Spelman calls emergency drought summit
Environment secretary Caroline Spelman is set to hold an emergency drought summit, after a new report raised drought concerns for the UK - revealing it had experienced the driest winter since 1972.
As a result, Ms Spelman will meet with water companies, businesses, wildlife groups and non-governmental organisations (NGO) on Monday (February 20), to discuss what needs to be done to handle a drought crisis. The meeting will hear what measures have already been implemented by companies to tackle water stress and what else needs to be done to mitigate the impact in the future.
Ms Spelman said: "Parts of the UK are already being affected by drought this year. That's why I'm bringing together experts and key players in the water industry to make sure that we're all working in the most effective way possible.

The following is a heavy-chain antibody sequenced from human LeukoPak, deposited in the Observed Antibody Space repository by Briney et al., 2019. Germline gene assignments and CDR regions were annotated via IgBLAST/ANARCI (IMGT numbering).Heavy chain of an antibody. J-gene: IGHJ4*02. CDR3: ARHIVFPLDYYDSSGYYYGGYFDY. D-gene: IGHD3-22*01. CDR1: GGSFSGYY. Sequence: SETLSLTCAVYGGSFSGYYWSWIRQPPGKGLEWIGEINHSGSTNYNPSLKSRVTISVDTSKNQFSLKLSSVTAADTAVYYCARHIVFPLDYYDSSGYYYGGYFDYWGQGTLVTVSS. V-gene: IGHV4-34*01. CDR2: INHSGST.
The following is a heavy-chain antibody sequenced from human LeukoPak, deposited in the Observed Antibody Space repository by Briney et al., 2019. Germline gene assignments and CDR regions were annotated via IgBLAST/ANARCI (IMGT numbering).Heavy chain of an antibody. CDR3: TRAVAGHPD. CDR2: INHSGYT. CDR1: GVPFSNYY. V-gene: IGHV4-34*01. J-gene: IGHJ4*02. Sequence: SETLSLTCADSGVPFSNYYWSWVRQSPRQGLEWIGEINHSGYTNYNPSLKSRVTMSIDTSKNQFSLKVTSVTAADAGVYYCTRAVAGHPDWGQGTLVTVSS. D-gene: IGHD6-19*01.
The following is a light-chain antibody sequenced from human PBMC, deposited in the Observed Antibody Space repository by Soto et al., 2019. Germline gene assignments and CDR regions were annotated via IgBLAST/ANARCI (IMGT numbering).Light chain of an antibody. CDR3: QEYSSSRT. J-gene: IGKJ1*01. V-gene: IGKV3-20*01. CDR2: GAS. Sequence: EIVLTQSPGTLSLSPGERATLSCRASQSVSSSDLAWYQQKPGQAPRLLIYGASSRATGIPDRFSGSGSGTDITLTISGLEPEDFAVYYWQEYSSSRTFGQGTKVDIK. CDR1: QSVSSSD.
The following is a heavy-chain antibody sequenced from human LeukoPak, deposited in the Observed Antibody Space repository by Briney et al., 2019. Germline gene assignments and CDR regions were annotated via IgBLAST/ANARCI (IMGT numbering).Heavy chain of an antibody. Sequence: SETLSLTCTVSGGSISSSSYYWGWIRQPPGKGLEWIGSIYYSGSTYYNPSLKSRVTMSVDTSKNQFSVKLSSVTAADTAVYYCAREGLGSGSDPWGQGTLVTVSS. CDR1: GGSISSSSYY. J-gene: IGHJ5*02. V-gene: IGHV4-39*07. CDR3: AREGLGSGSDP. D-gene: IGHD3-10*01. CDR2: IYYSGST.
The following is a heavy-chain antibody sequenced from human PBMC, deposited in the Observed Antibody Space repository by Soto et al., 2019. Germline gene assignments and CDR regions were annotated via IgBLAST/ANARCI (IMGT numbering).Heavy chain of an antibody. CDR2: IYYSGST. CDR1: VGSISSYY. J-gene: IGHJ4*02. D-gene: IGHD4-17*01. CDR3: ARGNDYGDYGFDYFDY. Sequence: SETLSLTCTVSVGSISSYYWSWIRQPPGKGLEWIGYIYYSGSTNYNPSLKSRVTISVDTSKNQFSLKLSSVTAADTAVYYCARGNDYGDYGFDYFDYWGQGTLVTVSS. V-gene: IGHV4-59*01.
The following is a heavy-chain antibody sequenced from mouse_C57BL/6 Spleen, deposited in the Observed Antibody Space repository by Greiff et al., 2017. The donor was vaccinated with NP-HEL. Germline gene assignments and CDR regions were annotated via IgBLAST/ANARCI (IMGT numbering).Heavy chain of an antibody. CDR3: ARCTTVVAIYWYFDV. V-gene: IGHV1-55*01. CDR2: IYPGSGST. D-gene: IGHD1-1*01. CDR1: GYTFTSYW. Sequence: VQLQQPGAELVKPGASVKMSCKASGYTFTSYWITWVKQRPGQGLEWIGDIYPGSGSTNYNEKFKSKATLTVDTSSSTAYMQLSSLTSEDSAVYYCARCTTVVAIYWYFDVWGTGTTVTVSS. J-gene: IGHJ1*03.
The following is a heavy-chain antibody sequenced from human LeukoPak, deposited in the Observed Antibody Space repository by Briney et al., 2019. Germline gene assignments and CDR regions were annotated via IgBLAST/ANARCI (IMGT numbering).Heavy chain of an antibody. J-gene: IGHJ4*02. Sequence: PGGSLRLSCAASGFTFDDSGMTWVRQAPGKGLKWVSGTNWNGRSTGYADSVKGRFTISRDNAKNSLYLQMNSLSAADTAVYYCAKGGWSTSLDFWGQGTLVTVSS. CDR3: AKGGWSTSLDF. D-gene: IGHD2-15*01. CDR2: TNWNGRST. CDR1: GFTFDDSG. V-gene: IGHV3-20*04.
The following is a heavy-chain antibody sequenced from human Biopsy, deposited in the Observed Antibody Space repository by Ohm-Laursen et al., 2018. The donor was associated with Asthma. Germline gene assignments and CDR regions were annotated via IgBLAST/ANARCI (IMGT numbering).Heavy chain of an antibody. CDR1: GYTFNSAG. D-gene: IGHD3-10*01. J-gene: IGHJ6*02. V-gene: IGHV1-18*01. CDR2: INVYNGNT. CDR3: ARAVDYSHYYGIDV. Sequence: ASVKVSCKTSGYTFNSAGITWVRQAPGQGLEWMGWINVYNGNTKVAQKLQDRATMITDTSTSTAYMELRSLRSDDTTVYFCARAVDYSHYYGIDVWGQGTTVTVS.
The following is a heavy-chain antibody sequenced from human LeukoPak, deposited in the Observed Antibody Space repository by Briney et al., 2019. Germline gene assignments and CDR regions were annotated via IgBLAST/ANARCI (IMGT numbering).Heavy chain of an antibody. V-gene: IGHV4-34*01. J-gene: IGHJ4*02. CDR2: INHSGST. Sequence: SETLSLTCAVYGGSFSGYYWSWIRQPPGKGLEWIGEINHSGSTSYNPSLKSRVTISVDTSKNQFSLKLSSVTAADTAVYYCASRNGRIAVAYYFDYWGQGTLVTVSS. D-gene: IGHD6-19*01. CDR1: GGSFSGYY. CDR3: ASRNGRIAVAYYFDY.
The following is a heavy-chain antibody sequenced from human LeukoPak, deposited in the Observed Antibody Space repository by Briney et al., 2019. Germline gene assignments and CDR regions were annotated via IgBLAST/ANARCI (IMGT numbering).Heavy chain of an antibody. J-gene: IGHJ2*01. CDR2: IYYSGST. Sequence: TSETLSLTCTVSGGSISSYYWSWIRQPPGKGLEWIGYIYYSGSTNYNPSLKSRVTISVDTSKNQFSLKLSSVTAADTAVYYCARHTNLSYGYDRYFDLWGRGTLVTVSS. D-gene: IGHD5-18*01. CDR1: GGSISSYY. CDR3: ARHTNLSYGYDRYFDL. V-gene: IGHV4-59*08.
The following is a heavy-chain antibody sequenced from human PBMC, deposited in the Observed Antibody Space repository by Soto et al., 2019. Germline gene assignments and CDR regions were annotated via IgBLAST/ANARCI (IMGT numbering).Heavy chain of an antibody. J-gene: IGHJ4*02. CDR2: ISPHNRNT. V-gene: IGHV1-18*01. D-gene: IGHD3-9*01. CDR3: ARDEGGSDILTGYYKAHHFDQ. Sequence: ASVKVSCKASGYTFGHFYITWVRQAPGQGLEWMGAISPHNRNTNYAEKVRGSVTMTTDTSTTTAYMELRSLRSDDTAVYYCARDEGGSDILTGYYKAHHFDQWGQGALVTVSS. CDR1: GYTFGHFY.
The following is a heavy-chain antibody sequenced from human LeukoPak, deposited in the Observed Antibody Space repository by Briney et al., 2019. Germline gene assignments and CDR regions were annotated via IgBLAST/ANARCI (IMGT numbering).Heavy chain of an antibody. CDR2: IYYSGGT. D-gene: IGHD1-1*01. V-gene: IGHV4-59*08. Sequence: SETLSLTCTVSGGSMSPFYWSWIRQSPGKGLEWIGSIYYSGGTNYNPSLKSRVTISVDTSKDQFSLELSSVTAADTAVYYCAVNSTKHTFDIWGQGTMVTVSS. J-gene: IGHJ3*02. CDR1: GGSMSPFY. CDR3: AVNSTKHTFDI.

"All of our activity is going to be carefully coordinated so that we are able to minimise the effects of unpredictable water availability and support people in doing the right thing in taking sensible measures to save water.
It is imperative that we have a system in place that can provide a secure water supply for the future, at the same time as we continue to protect the environment".
Figures from the Centre for Hydrology and Ecology (CEH) report reveal that much of central, eastern and southern England have again been "relatively dry", adding that "the development of the current regional drought now extends across three winter periods with a range of impacts embracing water resources, agricul¬ture and the aquatic environment".
The MET Office warned that "rainfall significantly above average is needed in southern, eastern and central England during the February-March-April period for a full recovery of the water resources", but added that the "chances of this happening are low".
A warning also echoed by Environment Agency (EA), which said that the UK could face water shortages - forcing half of households to be placed under water restrictions.